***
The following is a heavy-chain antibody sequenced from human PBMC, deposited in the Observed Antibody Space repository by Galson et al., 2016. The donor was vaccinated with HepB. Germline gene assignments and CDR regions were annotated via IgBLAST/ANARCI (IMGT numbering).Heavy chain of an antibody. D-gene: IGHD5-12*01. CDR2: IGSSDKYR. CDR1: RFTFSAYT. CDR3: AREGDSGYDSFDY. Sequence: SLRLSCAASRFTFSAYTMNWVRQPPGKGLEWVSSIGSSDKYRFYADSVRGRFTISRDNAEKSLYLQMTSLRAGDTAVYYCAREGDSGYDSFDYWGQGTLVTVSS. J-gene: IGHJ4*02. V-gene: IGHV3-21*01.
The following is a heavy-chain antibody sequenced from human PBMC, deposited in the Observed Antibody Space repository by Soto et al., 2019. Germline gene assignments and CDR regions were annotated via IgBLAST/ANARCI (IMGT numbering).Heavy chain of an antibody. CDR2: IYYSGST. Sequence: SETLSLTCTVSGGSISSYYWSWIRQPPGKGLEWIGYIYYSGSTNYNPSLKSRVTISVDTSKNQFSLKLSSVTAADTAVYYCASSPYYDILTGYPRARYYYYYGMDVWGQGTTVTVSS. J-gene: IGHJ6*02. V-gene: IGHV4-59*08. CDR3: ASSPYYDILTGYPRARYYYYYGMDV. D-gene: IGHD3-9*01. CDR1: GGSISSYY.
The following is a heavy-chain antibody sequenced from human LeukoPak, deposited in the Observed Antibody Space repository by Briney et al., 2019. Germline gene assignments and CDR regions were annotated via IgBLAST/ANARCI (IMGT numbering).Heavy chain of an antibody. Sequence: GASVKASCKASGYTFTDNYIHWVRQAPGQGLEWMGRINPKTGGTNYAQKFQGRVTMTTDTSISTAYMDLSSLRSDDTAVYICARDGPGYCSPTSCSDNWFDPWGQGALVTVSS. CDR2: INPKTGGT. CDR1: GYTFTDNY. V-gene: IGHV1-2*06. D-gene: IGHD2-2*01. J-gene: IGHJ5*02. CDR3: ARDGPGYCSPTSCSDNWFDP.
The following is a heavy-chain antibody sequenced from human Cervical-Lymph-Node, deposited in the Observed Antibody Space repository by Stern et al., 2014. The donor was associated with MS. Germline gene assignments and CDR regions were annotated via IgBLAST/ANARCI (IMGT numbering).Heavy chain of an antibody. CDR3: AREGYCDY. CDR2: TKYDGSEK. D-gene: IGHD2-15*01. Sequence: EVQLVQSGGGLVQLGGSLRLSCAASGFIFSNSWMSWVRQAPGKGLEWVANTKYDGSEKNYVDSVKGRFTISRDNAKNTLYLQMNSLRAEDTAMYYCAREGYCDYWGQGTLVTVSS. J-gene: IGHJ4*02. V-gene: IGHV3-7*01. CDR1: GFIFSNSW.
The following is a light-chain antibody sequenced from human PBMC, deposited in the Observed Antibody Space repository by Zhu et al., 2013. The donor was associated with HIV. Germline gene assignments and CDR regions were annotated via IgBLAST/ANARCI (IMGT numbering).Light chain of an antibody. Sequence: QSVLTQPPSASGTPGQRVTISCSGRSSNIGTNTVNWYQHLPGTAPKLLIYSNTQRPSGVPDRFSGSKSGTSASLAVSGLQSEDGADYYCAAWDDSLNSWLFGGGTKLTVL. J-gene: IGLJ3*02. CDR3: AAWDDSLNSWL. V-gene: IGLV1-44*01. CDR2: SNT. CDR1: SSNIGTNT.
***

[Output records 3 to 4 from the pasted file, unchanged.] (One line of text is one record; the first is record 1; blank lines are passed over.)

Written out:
The following is a heavy-chain antibody sequenced from human LeukoPak, deposited in the Observed Antibody Space repository by Briney et al., 2019. Germline gene assignments and CDR regions were annotated via IgBLAST/ANARCI (IMGT numbering).Heavy chain of an antibody. Sequence: GASVKASCKASGYTFTDNYIHWVRQAPGQGLEWMGRINPKTGGTNYAQKFQGRVTMTTDTSISTAYMDLSSLRSDDTAVYICARDGPGYCSPTSCSDNWFDPWGQGALVTVSS. CDR2: INPKTGGT. CDR1: GYTFTDNY. V-gene: IGHV1-2*06. D-gene: IGHD2-2*01. J-gene: IGHJ5*02. CDR3: ARDGPGYCSPTSCSDNWFDP.
The following is a heavy-chain antibody sequenced from human Cervical-Lymph-Node, deposited in the Observed Antibody Space repository by Stern et al., 2014. The donor was associated with MS. Germline gene assignments and CDR regions were annotated via IgBLAST/ANARCI (IMGT numbering).Heavy chain of an antibody. CDR3: AREGYCDY. CDR2: TKYDGSEK. D-gene: IGHD2-15*01. Sequence: EVQLVQSGGGLVQLGGSLRLSCAASGFIFSNSWMSWVRQAPGKGLEWVANTKYDGSEKNYVDSVKGRFTISRDNAKNTLYLQMNSLRAEDTAMYYCAREGYCDYWGQGTLVTVSS. J-gene: IGHJ4*02. V-gene: IGHV3-7*01. CDR1: GFIFSNSW.